Wednesday, November 12, 2014

Mitchell, David (The Bone Clocks)

It's almost impossible to review a David Mitchell book. They're so full of... everything! This is my third novel of his, and definitely the most enjoyable.

However, I'm not sure it's the most transparent. (Hahaha, that's a joke, David Mitchell books are never transparent, hahaha). What I mean by that is, it's harder to find the theme in this one. Several reviewers have said that it's about how we view death (and consequently life) and what we do with our lives to prepare for it. I agree, in that our main character's life is told to us both directly and indirectly (through other characters), in relation to how she learns to accept and understand things that are completely beyond her ken but relate to the journey towards death. I refuse to give anything away here (I'll explain why in a moment), suffice it to say that the "supernatural brigade certainly seems to be out in force."

But I find it hard to believe that living Holly's life through the other characters' lives is all there is to those parts of the novel. There are three main men in her life, and they are extraordinarily different. In a way, it felt like what Patrick Rothfuss did in The Wise Man's Fear, just string really interesting stories together. Because I didn't find a theme across the three men (other than that they loved Holly).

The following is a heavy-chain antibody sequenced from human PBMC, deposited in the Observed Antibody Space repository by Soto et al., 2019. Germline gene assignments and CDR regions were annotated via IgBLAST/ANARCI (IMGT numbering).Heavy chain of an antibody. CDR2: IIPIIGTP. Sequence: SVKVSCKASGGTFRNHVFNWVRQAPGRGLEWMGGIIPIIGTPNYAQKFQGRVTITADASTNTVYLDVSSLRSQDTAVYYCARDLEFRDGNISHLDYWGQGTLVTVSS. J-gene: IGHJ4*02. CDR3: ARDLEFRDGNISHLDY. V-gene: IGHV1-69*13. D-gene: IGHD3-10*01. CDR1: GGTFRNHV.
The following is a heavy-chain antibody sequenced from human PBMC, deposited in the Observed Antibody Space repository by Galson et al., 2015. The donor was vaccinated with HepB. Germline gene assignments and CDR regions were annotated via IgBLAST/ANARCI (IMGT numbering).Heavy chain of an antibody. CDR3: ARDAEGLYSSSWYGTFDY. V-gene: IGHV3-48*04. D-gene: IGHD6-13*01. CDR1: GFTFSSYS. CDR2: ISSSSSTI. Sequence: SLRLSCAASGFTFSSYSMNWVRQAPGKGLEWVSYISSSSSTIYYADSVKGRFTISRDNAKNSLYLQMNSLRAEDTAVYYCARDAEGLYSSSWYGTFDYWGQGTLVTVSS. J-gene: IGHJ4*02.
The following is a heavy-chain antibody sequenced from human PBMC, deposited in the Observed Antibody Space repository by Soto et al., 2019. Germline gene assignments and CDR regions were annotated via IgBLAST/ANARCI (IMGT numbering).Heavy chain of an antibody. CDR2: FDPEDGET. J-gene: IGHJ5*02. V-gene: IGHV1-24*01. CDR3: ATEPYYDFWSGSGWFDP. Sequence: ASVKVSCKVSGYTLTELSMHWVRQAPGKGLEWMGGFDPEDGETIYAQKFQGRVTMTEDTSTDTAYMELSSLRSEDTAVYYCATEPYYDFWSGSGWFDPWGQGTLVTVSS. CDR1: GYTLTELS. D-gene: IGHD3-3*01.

One thing you must do as you read this book is... believe. When you reach about page 100 and everything goes to hell in a handbasket - in fact, you may think that Mitchell just ran his text through a random word generator - just, trust the author. He'll make it all make sense in the end.

Wednesday, November 5, 2014

Moyes, Jojo (Me Before You)

This is a prime example of a well-written and well-researched genre novel.

I was going to say well-written and well-researched trashy novel, but I thought that might be a little too harsh. It isn't trashy per se so much as having an obvious outcome, so a genre novel is a better description. Although I'm not certain what genre this could fit under: mystery? suspense?

The best thing about it was its honesty in describing living with disability, from both the disabled person's and the caregiver's point of view. If nothing else, you will learn tons about how not to treat the disabled (ie, geez, don't stare, okay?).

The worst thing about it was how laboriously the rift between upper-class and lower-class was set up, with a painfully adhered-to need to describe the benefits of both - my family has a lovely garden, but my family laughs a lot, but my family can afford vacations for the disabled, but my family cleans all the time... It got stupid after a while.

Thursday, October 30, 2014

Baker, Jo (Longbourn)